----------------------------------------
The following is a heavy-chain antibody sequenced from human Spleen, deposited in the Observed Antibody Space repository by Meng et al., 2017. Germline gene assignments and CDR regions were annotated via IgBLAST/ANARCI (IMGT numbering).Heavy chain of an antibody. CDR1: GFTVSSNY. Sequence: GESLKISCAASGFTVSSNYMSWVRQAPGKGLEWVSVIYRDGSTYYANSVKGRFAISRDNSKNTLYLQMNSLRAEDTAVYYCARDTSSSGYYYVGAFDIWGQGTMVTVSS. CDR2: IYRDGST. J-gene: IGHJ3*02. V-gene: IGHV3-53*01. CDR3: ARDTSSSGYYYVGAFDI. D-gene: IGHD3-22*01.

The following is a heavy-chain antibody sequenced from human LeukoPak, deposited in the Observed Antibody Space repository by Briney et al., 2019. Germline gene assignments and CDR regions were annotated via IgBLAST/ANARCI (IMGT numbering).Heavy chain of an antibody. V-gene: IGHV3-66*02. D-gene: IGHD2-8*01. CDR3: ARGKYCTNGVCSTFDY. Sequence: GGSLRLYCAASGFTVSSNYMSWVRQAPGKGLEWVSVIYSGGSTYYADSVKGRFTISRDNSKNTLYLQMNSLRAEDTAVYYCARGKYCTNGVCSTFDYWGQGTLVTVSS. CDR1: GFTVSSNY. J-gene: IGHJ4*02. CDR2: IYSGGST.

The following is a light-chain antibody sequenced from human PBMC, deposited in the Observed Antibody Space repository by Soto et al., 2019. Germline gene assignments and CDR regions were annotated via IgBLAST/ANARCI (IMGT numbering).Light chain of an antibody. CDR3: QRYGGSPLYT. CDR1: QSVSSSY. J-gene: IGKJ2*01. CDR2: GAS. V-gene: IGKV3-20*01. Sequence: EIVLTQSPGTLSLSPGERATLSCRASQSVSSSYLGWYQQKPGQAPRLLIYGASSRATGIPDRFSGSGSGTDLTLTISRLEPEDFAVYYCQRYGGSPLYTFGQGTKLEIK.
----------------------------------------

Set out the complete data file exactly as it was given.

The following is a heavy-chain antibody sequenced from human Spleen, deposited in the Observed Antibody Space repository by Meng et al., 2017. Germline gene assignments and CDR regions were annotated via IgBLAST/ANARCI (IMGT numbering).Heavy chain of an antibody. CDR1: GFTVSSNY. Sequence: GESLKISCAASGFTVSSNYMSWVRQAPGKGLEWVSVIYRDGSTYYANSVKGRFAISRDNSKNTLYLQMNSLRAEDTAVYYCARDTSSSGYYYVGAFDIWGQGTMVTVSS. CDR2: IYRDGST. J-gene: IGHJ3*02. V-gene: IGHV3-53*01. CDR3: ARDTSSSGYYYVGAFDI. D-gene: IGHD3-22*01.

The following is a heavy-chain antibody sequenced from human LeukoPak, deposited in the Observed Antibody Space repository by Briney et al., 2019. Germline gene assignments and CDR regions were annotated via IgBLAST/ANARCI (IMGT numbering).Heavy chain of an antibody. V-gene: IGHV3-66*02. D-gene: IGHD2-8*01. CDR3: ARGKYCTNGVCSTFDY. Sequence: GGSLRLYCAASGFTVSSNYMSWVRQAPGKGLEWVSVIYSGGSTYYADSVKGRFTISRDNSKNTLYLQMNSLRAEDTAVYYCARGKYCTNGVCSTFDYWGQGTLVTVSS. CDR1: GFTVSSNY. J-gene: IGHJ4*02. CDR2: IYSGGST.

The following is a light-chain antibody sequenced from human PBMC, deposited in the Observed Antibody Space repository by Soto et al., 2019. Germline gene assignments and CDR regions were annotated via IgBLAST/ANARCI (IMGT numbering).Light chain of an antibody. CDR3: QRYGGSPLYT. CDR1: QSVSSSY. J-gene: IGKJ2*01. CDR2: GAS. V-gene: IGKV3-20*01. Sequence: EIVLTQSPGTLSLSPGERATLSCRASQSVSSSYLGWYQQKPGQAPRLLIYGASSRATGIPDRFSGSGSGTDLTLTISRLEPEDFAVYYCQRYGGSPLYTFGQGTKLEIK.